A La Carte (May 12)
The grace of the Lord Jesus be with you today.
My week of vacation is drawing to a close. It has been lovely, but next week I’ll be back to my desk and back to the regular schedule of posting original articles.
Transgression Is Passé
Carl Trueman: “One of the hallmarks of the modern age has been the death of the sacred. Nietzsche’s Madman understood that this was one of the central consequences of the death of God. But he, unlike the polite atheists he berated in the town square, knew that this was both an exhilarating and a terrifying matter: Now human beings would themselves have to rise to be gods, to create their own systems of value, their own sacred rites, their own meaning of life.”
Encouragement for the Weary Mom
Weary moms (and probably well-rested moms as well) may benefit from this one.
With the Wild Animals
Ever wondered why Mark specifically mentioned that Jesus was in the wilderness “with the wild animals?” Mitch Chase explains why that’s meaningful.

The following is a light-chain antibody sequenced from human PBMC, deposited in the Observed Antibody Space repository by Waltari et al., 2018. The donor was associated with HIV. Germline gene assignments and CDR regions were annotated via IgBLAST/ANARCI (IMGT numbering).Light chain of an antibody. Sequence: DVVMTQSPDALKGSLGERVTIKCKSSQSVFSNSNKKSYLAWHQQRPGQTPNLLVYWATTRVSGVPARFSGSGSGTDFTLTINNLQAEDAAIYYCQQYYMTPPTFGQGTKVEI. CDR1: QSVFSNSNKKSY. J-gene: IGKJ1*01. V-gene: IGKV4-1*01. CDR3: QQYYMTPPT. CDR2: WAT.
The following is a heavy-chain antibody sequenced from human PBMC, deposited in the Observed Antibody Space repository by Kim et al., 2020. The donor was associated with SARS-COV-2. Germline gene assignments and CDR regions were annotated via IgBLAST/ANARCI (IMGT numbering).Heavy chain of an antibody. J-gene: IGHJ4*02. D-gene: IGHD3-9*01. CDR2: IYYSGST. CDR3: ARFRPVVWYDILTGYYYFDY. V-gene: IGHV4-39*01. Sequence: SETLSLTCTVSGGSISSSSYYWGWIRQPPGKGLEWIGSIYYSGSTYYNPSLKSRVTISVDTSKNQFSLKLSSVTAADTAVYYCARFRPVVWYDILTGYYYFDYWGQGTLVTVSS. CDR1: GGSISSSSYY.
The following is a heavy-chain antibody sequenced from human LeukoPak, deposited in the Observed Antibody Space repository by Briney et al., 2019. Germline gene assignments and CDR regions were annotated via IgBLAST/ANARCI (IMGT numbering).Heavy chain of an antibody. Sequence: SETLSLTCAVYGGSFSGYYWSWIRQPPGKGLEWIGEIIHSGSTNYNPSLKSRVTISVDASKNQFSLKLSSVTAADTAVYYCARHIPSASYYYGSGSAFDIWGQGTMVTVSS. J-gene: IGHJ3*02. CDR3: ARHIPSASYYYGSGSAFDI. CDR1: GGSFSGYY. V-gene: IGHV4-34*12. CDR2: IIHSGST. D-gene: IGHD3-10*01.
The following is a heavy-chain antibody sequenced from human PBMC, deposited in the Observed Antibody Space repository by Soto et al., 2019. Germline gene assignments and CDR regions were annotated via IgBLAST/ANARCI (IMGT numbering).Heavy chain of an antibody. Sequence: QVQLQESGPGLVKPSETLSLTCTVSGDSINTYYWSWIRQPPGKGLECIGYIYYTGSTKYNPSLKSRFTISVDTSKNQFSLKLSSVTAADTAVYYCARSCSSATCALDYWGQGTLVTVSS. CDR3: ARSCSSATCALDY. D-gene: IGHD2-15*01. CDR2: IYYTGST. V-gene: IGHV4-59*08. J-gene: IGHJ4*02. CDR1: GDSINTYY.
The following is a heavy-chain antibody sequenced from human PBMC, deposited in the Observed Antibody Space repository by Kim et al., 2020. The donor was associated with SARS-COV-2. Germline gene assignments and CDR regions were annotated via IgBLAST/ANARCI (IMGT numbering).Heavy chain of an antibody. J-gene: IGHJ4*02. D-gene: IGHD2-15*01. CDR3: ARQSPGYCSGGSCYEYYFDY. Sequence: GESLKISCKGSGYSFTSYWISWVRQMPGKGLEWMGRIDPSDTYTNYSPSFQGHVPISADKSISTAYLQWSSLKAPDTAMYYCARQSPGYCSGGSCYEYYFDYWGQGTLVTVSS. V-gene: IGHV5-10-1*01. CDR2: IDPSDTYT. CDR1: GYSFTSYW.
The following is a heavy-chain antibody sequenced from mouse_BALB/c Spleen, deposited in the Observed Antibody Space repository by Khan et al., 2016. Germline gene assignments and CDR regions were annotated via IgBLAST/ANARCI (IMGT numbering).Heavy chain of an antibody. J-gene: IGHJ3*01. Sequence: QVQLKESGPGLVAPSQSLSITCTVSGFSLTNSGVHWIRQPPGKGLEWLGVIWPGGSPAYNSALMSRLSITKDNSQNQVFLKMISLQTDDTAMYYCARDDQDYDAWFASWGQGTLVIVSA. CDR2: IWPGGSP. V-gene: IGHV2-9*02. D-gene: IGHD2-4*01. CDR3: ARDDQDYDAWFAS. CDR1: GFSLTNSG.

Opposition is Bad, but Hell is Worse
“When we proclaim the Word of God, we will often face resistance from every side. We can begin to see the scope of the opposition to the Word of God when we consider two themes Scripture proclaims clearly—sin and the gospel.”
The Fall of Adam
Kim Riddlebarger explains the basis of Adam’s fall into sin. “Most Americans operate on the sincere but misguided assumption that deep down inside people are basically good. When we compare ourselves to others, we might be able to measure up pretty well. Sure, there are some who we might begrudgingly admit are better people than we are, but still, we usually do pretty well in most of our self-comparison tests made against others.”
Store Up Today for Tomorrow’s Crisis
Trevin Wax explains how important it is to store up the right things—character traits in this case—for the days we need them.
Flashback: Post the Strongest Soldiers at the Weakest Gate
It is right to discipline ourselves toward all godliness, but absolutely necessary to carefully customize our habits so they lead us away from that particular weakness, that particular sin, that particular temptation.
Grace is not simply leniency when we have sinned. Grace is the enabling gift of God not to sin. Grace is power, not just pardon. —John Piper